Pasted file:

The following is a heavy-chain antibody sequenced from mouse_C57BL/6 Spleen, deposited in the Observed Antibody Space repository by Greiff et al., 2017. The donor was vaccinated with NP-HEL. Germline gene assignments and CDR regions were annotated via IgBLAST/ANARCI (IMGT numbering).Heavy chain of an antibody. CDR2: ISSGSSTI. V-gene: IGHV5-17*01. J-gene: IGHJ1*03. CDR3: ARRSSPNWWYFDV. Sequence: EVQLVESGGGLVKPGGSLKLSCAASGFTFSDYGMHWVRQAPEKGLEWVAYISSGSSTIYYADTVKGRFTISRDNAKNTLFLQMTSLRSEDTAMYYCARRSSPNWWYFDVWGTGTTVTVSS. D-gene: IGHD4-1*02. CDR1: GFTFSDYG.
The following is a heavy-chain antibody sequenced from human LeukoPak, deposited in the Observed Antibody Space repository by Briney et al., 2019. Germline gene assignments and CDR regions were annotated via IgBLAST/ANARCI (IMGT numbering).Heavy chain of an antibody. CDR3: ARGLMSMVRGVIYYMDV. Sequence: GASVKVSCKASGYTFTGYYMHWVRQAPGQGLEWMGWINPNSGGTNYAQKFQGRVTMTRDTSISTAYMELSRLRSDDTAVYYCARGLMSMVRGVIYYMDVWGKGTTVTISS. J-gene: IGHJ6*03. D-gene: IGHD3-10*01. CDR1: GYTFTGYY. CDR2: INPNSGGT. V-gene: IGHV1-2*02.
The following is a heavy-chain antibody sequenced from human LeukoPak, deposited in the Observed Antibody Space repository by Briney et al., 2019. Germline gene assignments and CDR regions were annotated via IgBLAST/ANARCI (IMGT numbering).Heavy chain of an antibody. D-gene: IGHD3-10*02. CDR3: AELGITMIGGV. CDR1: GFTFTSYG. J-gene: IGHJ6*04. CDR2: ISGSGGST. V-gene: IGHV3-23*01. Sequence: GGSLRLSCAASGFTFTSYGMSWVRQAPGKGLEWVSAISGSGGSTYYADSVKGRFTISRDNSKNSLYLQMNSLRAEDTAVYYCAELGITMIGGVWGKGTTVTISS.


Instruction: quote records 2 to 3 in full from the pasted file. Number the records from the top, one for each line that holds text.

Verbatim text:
The following is a heavy-chain antibody sequenced from human LeukoPak, deposited in the Observed Antibody Space repository by Briney et al., 2019. Germline gene assignments and CDR regions were annotated via IgBLAST/ANARCI (IMGT numbering).Heavy chain of an antibody. CDR3: ARGLMSMVRGVIYYMDV. Sequence: GASVKVSCKASGYTFTGYYMHWVRQAPGQGLEWMGWINPNSGGTNYAQKFQGRVTMTRDTSISTAYMELSRLRSDDTAVYYCARGLMSMVRGVIYYMDVWGKGTTVTISS. J-gene: IGHJ6*03. D-gene: IGHD3-10*01. CDR1: GYTFTGYY. CDR2: INPNSGGT. V-gene: IGHV1-2*02.
The following is a heavy-chain antibody sequenced from human LeukoPak, deposited in the Observed Antibody Space repository by Briney et al., 2019. Germline gene assignments and CDR regions were annotated via IgBLAST/ANARCI (IMGT numbering).Heavy chain of an antibody. D-gene: IGHD3-10*02. CDR3: AELGITMIGGV. CDR1: GFTFTSYG. J-gene: IGHJ6*04. CDR2: ISGSGGST. V-gene: IGHV3-23*01. Sequence: GGSLRLSCAASGFTFTSYGMSWVRQAPGKGLEWVSAISGSGGSTYYADSVKGRFTISRDNSKNSLYLQMNSLRAEDTAVYYCAELGITMIGGVWGKGTTVTISS.